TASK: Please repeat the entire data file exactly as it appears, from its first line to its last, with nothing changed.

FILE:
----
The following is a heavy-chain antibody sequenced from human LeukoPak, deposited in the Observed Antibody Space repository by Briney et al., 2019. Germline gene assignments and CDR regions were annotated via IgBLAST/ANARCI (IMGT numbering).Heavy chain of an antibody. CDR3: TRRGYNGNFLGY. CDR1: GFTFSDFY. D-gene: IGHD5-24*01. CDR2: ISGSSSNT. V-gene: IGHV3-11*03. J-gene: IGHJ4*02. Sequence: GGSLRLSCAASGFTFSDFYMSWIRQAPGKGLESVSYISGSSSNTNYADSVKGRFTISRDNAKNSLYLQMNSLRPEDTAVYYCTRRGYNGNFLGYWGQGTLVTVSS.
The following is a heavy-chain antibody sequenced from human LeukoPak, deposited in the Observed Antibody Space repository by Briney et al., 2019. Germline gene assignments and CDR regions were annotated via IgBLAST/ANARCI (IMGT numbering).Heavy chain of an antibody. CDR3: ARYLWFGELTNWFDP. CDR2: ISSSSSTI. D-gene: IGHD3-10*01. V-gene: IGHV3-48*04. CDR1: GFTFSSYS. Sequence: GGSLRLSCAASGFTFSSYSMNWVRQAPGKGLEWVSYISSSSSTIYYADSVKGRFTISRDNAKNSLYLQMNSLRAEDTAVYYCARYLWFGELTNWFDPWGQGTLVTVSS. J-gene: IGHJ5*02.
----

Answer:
The following is a heavy-chain antibody sequenced from human LeukoPak, deposited in the Observed Antibody Space repository by Briney et al., 2019. Germline gene assignments and CDR regions were annotated via IgBLAST/ANARCI (IMGT numbering).Heavy chain of an antibody. CDR3: TRRGYNGNFLGY. CDR1: GFTFSDFY. D-gene: IGHD5-24*01. CDR2: ISGSSSNT. V-gene: IGHV3-11*03. J-gene: IGHJ4*02. Sequence: GGSLRLSCAASGFTFSDFYMSWIRQAPGKGLESVSYISGSSSNTNYADSVKGRFTISRDNAKNSLYLQMNSLRPEDTAVYYCTRRGYNGNFLGYWGQGTLVTVSS.
The following is a heavy-chain antibody sequenced from human LeukoPak, deposited in the Observed Antibody Space repository by Briney et al., 2019. Germline gene assignments and CDR regions were annotated via IgBLAST/ANARCI (IMGT numbering).Heavy chain of an antibody. CDR3: ARYLWFGELTNWFDP. CDR2: ISSSSSTI. D-gene: IGHD3-10*01. V-gene: IGHV3-48*04. CDR1: GFTFSSYS. Sequence: GGSLRLSCAASGFTFSSYSMNWVRQAPGKGLEWVSYISSSSSTIYYADSVKGRFTISRDNAKNSLYLQMNSLRAEDTAVYYCARYLWFGELTNWFDPWGQGTLVTVSS. J-gene: IGHJ5*02.